One of the most powerful aftershocks to hit quake-ravaged central China killed one person, left dozens more injured and leveled homes Sunday, as soldiers carrying explosives hiked to a blocked-off river to alleviate the threat of floods.
Some 260 people were injured in the aftershock Sunday afternoon, the government-run China News Service said, with 24 in serious condition. The agency said many homes had collapsed and roads were damaged, but gave no specific figures.
The magnitude 6.0 aftershock was among the most powerful recorded since the initial May 12 quake, the U.S. Geological Survey said. The China National Seismic Network, which uses a different measurement system, said the aftershock was the strongest of dozens. The aftershock caused office towers to sway in Beijing, 800 miles away.
Earlier Sunday, the Cabinet said the confirmed death toll from the quake rose to 62,664, with another 23,775 people missing. Premier Wen Jiabao has said the number of dead could surpass 80,000.
Millions have been left homeless, and some are now at risk of being inundated by floods from new lakes created when landslides from the quake and aftershocks dammed rivers.
North of the epicenter, 1,600 soldiers and police were hiking to a blocked river outside Beichuan, each carrying 22 pounds of explosives to blast through the debris in hopes of preventing flooding, the official Xinhua News Agency reported. Bad weather meant they could not use helicopters to reach the lake.
The State Meteorological Bureau said parts of Sichuan would suffer heavy or even torrential rain later Sunday and Monday, warning of possible mudslides.
About 20,000 people have been evacuated from the disaster area due to the flood risk, and the total who need to be relocated could rise to 100,000, Liu Ning, chief engineer at the Ministry of Water Resources, told reporters in Beijing.
The ministry also said Sunday that 69 dams in Sichuan were in danger of collapse due to quake-related damage, among 320 dams at risk.
"If these reservoirs were to overflow, it would be a serious threat the lives and property of the people downstream, and will influence the supply of water for agriculture and industry," Vice Minister of Water Resources E Jingping said.
Authorities have said the world's largest water project — the Three Gorges dam, located about 350 miles east of the epicenter — was not damaged.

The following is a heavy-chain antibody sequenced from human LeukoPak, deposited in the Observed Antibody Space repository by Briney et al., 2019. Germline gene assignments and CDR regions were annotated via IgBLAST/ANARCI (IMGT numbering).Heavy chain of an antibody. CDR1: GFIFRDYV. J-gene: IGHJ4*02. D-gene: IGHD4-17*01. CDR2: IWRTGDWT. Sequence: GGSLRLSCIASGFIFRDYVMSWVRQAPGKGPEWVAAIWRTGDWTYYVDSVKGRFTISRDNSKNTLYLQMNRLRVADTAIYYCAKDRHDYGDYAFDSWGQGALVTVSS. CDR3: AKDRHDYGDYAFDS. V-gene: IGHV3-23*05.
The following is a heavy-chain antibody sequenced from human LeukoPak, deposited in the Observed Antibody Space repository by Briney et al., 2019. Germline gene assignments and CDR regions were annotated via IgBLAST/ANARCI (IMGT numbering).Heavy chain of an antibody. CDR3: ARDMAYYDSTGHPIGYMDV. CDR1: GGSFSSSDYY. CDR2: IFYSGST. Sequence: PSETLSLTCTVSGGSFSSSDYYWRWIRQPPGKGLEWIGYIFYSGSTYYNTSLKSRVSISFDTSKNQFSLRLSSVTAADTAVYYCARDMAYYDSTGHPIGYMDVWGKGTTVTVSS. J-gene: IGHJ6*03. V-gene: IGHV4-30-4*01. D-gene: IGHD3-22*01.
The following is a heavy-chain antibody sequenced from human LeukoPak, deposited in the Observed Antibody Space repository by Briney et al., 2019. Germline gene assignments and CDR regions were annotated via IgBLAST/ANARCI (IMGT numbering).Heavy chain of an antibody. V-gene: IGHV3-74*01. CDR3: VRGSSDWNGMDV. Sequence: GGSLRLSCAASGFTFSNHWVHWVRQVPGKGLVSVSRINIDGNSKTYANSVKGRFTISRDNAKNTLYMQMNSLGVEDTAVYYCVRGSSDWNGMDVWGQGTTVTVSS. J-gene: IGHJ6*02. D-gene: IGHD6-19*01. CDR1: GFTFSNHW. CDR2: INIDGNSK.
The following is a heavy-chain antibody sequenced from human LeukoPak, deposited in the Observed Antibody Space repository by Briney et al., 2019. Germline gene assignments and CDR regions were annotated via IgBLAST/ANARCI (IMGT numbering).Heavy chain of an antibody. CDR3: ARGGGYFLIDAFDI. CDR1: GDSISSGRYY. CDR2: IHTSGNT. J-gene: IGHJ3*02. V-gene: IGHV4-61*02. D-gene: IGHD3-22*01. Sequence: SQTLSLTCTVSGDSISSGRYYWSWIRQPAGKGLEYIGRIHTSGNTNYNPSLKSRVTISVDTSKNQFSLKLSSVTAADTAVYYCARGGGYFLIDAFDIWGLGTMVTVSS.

Meanwhile, state television reported Sunday that a survivor trapped by the initial quake was rescued alive Friday, more than 11 days after the disaster.
Xiao Zhihu, an 80-year-old bedridden man, was found in Mianzhu north of Chengdu after being trapped in his collapsed house, the report said. He survived because his wife was able to get food to him through the rubble, but there were no further details given or a reason for the two-day delay in reporting the rescue.
Some people paused Sunday to attend church almost two weeks after the quake hit. In Chengdu, worshippers gathered at the Ping'an Bridge Catholic church to say prayers for the victims.
A collection plate was passed around, and people gave everything from the equivalent of a few cents to $15.
One worshipper, 58-year-old retiree Liang Biqing, said the disaster had changed her views on China's place in the world and shown her that people globally all share the same troubles.
"This shows that there are no barriers, no nationalities, when it comes to disasters," she said.
Also Sunday, panda keepers at the Wolong Nature Reserve, a major breeding center for the endangered animals near the epicenter, said they had arranged for fresh bamboo to be trucked in for the pandas, center official Zhou Xiaoping told Xinhua.
Their home at the world-famous Wolong reserve was badly damaged in the quake. Five staff members were killed and two pandas are still unaccounted for.
Eight pandas from the reserve are spending the next six months at the Beijing Zoo on a special Olympics visit that was planned long before the quake. The animals were flown Saturday afternoon by special plane to Beijing from Chengdu.